Post by chocolate on Mar 13, 2017 22:48:07 GMT -4
^ From the Wiki
Otherkin are a community of people who socially identify as partially or entirely non-human. Some of them surmise that they are, either spiritually or genetically, not human, however this claim is unsubstantiated. This is explained by some members of the otherkin community as possible through reincarnation, having a non-human soul, ancestry, or symbolic metaphor.
Otherkin has been a thing for decades but has recently gotten attention because trans* issues have gotten attention and believe themselves to be in the same group who weren't born in the right body, and deserve similar rights. And because they are easy to troll. Mostly the latter.
Criticism towards Otherkin has been on the choice of figures they choose to identify with. They always identify as wolves, bears, dragons, mermaids etc. which are empowering and never something like rainworm, viruses, sewer rat etc. which are looked down upon.
From people who work with animals, they often point out that their knowledge on animals they identify with is based more on pop culture image of them as opposed to actual traits of those animals. For examples otherkins who identify as cats will often say they are nocturnal like cats, meaning they are awake at night, but sleep during the day, but cats aren't nocturnal. Cats are crepuscular, i.e. they do most of their activity during dusk or dawn.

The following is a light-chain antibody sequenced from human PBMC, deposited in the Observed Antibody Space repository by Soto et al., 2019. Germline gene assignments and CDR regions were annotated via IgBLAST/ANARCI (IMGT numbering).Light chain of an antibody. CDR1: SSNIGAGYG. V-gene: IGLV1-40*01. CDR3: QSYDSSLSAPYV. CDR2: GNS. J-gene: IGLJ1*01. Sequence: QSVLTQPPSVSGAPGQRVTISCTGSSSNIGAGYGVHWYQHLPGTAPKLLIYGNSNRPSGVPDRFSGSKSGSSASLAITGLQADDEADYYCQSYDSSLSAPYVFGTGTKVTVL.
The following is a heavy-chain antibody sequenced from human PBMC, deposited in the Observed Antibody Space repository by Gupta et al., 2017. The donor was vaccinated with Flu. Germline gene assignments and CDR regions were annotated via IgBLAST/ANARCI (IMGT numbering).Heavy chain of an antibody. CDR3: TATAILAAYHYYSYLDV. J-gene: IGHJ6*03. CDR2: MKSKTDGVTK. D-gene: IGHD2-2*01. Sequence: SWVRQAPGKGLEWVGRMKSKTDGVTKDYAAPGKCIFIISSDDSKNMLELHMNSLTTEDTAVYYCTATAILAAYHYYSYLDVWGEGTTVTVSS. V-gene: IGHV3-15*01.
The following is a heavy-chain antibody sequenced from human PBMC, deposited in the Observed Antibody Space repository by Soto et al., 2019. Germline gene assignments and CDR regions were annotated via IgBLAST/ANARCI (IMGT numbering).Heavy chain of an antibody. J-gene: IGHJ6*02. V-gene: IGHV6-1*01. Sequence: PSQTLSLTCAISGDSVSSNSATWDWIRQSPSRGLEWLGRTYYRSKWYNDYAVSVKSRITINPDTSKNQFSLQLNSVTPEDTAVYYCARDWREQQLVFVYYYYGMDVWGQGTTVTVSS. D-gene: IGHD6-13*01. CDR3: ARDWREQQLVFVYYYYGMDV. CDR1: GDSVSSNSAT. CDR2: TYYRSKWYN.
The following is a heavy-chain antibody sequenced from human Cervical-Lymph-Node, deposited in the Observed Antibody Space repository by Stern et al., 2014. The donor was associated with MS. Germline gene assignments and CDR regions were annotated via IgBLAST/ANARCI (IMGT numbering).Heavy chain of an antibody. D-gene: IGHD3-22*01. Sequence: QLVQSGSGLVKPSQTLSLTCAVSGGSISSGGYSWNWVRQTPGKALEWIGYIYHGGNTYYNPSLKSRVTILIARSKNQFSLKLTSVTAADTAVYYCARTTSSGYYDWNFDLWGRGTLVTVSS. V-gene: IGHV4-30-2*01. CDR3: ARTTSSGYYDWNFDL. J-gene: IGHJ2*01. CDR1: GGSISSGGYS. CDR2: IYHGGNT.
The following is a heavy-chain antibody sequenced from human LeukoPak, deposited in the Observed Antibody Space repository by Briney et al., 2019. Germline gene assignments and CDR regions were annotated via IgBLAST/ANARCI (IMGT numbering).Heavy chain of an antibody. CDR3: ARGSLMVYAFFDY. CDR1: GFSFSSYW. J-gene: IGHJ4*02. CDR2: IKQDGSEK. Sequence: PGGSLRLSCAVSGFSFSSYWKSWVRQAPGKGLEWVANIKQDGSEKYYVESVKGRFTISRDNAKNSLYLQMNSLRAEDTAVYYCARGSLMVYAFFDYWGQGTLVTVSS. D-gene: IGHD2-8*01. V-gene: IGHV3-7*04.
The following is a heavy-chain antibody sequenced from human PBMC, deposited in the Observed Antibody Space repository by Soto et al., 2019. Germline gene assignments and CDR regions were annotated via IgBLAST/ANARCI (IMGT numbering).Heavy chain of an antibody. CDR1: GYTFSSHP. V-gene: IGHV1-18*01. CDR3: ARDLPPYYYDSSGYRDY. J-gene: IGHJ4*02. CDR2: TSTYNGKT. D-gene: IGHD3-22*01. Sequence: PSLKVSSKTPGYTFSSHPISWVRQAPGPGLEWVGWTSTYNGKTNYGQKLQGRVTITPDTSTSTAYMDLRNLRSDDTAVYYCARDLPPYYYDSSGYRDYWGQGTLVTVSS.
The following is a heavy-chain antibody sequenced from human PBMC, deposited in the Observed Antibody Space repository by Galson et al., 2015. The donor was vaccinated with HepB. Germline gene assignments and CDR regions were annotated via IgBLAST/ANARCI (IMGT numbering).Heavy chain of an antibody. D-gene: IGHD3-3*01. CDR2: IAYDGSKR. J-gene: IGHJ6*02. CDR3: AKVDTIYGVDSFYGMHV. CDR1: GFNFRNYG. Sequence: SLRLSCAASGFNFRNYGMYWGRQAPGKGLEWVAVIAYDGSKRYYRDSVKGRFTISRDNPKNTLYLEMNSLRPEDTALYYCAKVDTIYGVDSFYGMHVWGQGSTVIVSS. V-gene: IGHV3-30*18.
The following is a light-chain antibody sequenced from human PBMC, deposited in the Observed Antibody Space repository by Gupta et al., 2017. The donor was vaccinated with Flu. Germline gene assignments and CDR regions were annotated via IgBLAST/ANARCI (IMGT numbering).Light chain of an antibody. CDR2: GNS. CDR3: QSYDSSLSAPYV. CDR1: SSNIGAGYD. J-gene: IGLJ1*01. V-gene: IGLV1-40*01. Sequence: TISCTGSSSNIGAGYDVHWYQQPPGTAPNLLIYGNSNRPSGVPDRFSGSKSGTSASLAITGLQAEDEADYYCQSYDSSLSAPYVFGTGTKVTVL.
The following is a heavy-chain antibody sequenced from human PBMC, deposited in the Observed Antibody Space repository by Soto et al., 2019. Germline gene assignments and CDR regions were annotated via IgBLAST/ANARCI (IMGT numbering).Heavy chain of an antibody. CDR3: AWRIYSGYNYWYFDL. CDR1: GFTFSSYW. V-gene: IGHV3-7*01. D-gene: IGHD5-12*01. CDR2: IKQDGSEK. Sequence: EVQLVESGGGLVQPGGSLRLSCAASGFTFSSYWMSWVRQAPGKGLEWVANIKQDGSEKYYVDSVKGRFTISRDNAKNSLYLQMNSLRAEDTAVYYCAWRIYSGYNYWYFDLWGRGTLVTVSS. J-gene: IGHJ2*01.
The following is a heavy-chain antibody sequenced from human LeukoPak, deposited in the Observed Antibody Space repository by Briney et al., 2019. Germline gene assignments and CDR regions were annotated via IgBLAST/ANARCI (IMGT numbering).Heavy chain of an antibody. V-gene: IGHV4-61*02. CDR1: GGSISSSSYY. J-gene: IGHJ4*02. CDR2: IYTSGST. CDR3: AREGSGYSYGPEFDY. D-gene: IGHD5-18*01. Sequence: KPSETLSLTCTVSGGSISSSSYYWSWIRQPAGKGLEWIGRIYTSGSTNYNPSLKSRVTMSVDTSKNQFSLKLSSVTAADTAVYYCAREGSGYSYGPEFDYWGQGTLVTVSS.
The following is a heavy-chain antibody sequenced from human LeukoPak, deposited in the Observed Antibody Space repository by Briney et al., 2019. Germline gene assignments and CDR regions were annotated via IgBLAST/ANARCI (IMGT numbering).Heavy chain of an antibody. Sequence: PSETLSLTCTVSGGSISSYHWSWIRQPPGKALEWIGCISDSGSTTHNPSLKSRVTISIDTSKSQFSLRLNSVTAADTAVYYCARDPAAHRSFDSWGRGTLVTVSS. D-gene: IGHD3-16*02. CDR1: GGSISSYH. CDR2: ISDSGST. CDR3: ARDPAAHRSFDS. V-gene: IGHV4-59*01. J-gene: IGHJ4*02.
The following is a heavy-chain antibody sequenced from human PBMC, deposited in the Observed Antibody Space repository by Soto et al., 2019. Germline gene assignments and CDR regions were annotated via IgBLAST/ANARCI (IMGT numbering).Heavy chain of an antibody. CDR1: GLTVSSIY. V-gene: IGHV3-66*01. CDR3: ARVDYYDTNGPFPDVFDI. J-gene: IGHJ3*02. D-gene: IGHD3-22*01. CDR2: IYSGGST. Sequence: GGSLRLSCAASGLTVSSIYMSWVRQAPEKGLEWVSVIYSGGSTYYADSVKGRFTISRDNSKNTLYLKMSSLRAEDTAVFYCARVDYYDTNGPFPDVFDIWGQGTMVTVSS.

Now, I have asked in psychiatry forums about this, they disagree that their needs are the same as those of trans people:
First of all, there is a neurological basis of gender which is scientifically supported. For example, there has been a case when a doctor botched a baby's circumcision badly (David Reimer is the name of the baby) and had to hide the mistake by getting rid of the penis entirely, while the parents grew the baby as a girl to go along. When he grew up, the boy developed mental issues, he never truly felt he was a girl, he knew he was a boy. He committed suicide from severe depression. This has been a widely studied case that led to the conclusion gender is not something learned. This is only one of them, many cases like this enforce the theory that gender has a neurological basis. There has been no proof of any kind that Otherkin are in a similar situation.
Second, they have addressed why Otherkin only choose empowering figures to identify as. They use the term "mythotherapy": creating stories about your life to cope with mental issues, because they have noticed some people who identify as Otherkin do grow out of this once their mental health improves. For those who don't, explanations go further and say this is a form of religion, faith (e.g. shamanistic practices) because it's based on supernatural beliefs, like reincarnation, although Otherkins don't like to be called a religion.
I find Otherkins a fascinating online phenomenon but I really have no idea what to think about them.